We drove around looking in all the places you might assume a homeless person would stay: the back of Walmart, Home Depot and the wooded area behind Bashas’. We found lots of debris indicating that people had lived there, but no one. We drove down Houston Mesa Road and to the campground near Flowing Springs where the man I was working with said he had stayed in his truck. We didn’t see anyone.

So, we went to the Senior Center and to the library and asked if anyone knew of homeless people in the area. None were there that day.

“No one would know I was homeless the way I looked,” my volunteer partner said. “I always tried to be as clean as I could. No one ever asked me to be counted.”

The next day we went to the Community Presbyterian Church food bank. We found three people willing to talk.

This is what we learned.

“I’ll talk to you, but I don’t like it when I go into a place and they say, ‘That’s the homeless woman,’” one woman said.

The woman explained she was evicted with her child from an apartment she could no longer afford. She now lived in a trailer with no running water or electricity. She peed in a bucket.

“How awful that my child has to be homeless,” she said.

A second person said he couldn’t afford rent because he owed back child support. He lived in a storage shed.

“When will it end?” we asked.

“Never. All I can pay is the interest, which is 10 percent,” he said. “So I’ll never be able pay it off. They take the money out of my disability check.”

People have many reasons for being homeless and ones they often keep hidden. For some it may be a mental health issue, a disability or addiction, but for many, they simply can’t find an affordable place to live.

There is growing research for “housing-first,” giving people their own residence and then finding services to help deal with the issues that led them to live on the streets.

A report by the University of New Mexico Institute of Social Research found it actually costs less to house chronically homeless people than to leave them on the streets.

As Prine said when interviewing, “Be sensitive. Don’t judge. This could be you someday.”

Best of honors 'Jewel of Payson'

In a break from cheering for this year’s Best of the Rim winners, the crowd rose to its feet Monday night in the Mazatzal Casino ballroom to honor a favorite town councilor.

Su Connell took the title of Best Payson Councilor in the Roundup’s annual readers poll more times than not, a favorite among many. She was known for her warm smile and giving heart, a volunteer in countless community organizations.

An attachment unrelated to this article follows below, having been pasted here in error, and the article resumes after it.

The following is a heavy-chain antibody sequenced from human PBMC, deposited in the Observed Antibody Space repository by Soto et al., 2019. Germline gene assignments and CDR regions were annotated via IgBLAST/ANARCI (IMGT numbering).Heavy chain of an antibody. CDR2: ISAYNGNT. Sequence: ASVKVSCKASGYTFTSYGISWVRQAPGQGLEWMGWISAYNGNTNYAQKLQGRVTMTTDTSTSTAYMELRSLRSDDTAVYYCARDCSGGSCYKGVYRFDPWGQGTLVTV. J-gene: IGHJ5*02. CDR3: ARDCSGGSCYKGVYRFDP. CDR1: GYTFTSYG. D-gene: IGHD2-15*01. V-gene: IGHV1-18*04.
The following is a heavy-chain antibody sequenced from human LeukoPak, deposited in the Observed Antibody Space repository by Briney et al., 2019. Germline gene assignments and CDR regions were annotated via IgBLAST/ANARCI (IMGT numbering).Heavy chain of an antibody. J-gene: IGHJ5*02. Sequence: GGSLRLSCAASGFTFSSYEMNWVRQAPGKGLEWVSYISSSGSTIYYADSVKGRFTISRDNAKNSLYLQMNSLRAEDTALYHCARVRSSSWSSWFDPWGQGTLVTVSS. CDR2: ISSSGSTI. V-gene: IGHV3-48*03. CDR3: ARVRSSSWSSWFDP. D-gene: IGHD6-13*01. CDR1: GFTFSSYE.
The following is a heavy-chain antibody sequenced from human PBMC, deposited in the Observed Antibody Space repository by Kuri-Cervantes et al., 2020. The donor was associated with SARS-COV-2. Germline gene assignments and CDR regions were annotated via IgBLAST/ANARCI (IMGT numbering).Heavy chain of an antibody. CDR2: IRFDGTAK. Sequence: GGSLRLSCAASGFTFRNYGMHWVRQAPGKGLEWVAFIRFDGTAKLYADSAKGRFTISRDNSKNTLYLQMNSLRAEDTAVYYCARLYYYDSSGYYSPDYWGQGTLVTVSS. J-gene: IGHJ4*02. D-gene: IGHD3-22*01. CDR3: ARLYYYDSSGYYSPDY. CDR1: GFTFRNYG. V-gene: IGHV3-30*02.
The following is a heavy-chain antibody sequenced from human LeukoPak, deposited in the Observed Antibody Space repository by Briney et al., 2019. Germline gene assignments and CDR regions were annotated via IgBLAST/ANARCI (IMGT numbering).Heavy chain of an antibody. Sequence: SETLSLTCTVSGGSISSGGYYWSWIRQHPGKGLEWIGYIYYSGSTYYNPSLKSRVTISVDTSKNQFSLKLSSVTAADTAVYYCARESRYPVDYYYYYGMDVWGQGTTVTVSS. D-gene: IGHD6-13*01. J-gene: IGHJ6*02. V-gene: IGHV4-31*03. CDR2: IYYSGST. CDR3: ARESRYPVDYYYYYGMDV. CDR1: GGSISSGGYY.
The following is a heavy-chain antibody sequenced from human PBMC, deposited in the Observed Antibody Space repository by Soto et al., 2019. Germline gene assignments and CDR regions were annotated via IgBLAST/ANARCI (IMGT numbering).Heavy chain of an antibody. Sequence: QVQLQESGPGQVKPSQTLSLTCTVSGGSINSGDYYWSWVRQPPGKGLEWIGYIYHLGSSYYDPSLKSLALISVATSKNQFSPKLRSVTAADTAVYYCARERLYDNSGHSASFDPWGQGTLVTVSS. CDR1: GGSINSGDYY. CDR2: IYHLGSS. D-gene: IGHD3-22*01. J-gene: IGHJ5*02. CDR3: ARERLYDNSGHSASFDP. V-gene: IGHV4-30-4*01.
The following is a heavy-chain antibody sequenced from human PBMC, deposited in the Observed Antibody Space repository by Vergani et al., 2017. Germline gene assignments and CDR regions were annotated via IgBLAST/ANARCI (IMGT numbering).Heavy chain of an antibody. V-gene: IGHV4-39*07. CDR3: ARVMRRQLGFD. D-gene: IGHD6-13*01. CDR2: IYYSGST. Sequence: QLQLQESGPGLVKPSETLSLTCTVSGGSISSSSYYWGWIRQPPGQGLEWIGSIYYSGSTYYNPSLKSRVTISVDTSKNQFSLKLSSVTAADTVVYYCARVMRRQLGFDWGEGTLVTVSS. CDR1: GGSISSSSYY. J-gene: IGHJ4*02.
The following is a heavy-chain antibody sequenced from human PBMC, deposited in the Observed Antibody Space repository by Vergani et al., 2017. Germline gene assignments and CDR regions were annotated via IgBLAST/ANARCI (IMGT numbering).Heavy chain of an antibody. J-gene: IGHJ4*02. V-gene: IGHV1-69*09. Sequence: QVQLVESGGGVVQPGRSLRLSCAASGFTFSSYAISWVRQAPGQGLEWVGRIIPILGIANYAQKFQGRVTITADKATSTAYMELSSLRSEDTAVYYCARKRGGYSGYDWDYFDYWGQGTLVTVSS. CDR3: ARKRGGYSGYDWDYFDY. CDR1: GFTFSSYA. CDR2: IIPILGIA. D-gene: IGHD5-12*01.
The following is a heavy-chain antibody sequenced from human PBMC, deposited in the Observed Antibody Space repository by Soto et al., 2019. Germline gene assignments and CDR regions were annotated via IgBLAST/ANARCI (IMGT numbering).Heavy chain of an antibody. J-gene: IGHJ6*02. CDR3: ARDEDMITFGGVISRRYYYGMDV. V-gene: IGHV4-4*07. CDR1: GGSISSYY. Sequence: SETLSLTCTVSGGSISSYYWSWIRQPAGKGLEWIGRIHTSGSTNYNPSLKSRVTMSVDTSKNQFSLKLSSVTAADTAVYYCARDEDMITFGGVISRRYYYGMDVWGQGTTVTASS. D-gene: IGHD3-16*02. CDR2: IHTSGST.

Connell passed in October and as a special tribute, the Roundup honored Connell just after handing out this year’s best councilor award.

Working with Connell’s husband, Stan Garner, Connell’s positive attitude was felt by all at the Best of event.

“One of Su’s last requests was that her good friend, JJ Smith, arrange to paint some rocks with cheerful messages to hand out at her memorial service,” Garner said. “She had become fascinated with painted rocks that began showing up around town a few years ago. People would paint them and leave them in various locations for others to find and leave somewhere else,” he said.

Town staff, friends and others started painting more rocks in her honor.

With a couple baskets of rocks left over, Garner volunteered to pass them out at the Best of event. Gary Tackett, the Roundup’s general manager, agreed and a rock or two were placed on each table.

As the 650-plus people attending the event took their seats, most were curious as to the purpose of the rocks on their table and as the event began, Tackett said they would find out later.

“About two-thirds of the way through, Gary announced the finalists for Best Town Councilor,” Garner said. “Su was nominated, but as her illness kept her out of the public eye, fellow Councilor Chris Higgins was given the award.”

Tackett invited Garner on stage and gave him a special certificate in honor of Connell’s 12 years on the council — the Jewel of Payson award. The crowd gave Garner a standing ovation.

“It was a touching moment. I was asked to explain the rocks, which I did. Gary encouraged people to take a rock and share it. There were no rocks left,” he said.

“A big thanks to Gary Tackett and the Payson Roundup for such an honor, Su would be happy.”

Peter Aleshire/Roundup/  

Payson water director Buzz Walker stands in front of a new, 750,000-gallon water storage tank built recently as part of the $10 million water treatment plant connected to the C.C. Cragin pipeline project. Impact fees collected by Payson contribute to paying off loans.